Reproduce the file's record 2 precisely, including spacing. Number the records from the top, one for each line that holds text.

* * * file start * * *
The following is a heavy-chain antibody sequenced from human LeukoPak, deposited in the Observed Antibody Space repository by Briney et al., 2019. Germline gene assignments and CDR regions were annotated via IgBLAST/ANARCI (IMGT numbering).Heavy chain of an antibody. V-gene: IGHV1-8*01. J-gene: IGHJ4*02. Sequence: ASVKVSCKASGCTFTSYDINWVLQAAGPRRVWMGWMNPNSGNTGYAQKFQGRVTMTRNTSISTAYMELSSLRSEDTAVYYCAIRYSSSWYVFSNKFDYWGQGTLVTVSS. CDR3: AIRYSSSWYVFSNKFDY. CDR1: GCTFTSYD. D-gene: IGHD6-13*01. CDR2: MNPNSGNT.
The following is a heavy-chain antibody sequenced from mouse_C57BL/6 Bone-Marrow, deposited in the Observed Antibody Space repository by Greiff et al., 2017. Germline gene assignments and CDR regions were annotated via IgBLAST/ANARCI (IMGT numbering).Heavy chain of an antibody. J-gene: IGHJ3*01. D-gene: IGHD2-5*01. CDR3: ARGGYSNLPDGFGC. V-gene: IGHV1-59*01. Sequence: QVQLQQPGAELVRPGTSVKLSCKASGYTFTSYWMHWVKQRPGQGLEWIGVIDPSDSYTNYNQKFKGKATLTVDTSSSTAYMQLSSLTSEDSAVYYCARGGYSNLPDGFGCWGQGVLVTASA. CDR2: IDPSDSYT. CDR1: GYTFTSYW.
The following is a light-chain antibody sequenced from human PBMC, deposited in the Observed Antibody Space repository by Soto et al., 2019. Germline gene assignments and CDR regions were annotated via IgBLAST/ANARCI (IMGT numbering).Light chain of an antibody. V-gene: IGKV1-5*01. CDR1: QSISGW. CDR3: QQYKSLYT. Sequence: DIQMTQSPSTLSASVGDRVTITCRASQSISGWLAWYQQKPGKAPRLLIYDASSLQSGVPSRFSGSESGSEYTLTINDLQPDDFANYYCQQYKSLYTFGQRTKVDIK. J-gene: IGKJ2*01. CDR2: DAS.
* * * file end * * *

The following is a heavy-chain antibody sequenced from mouse_C57BL/6 Bone-Marrow, deposited in the Observed Antibody Space repository by Greiff et al., 2017. Germline gene assignments and CDR regions were annotated via IgBLAST/ANARCI (IMGT numbering).Heavy chain of an antibody. J-gene: IGHJ3*01. D-gene: IGHD2-5*01. CDR3: ARGGYSNLPDGFGC. V-gene: IGHV1-59*01. Sequence: QVQLQQPGAELVRPGTSVKLSCKASGYTFTSYWMHWVKQRPGQGLEWIGVIDPSDSYTNYNQKFKGKATLTVDTSSSTAYMQLSSLTSEDSAVYYCARGGYSNLPDGFGCWGQGVLVTASA. CDR2: IDPSDSYT. CDR1: GYTFTSYW.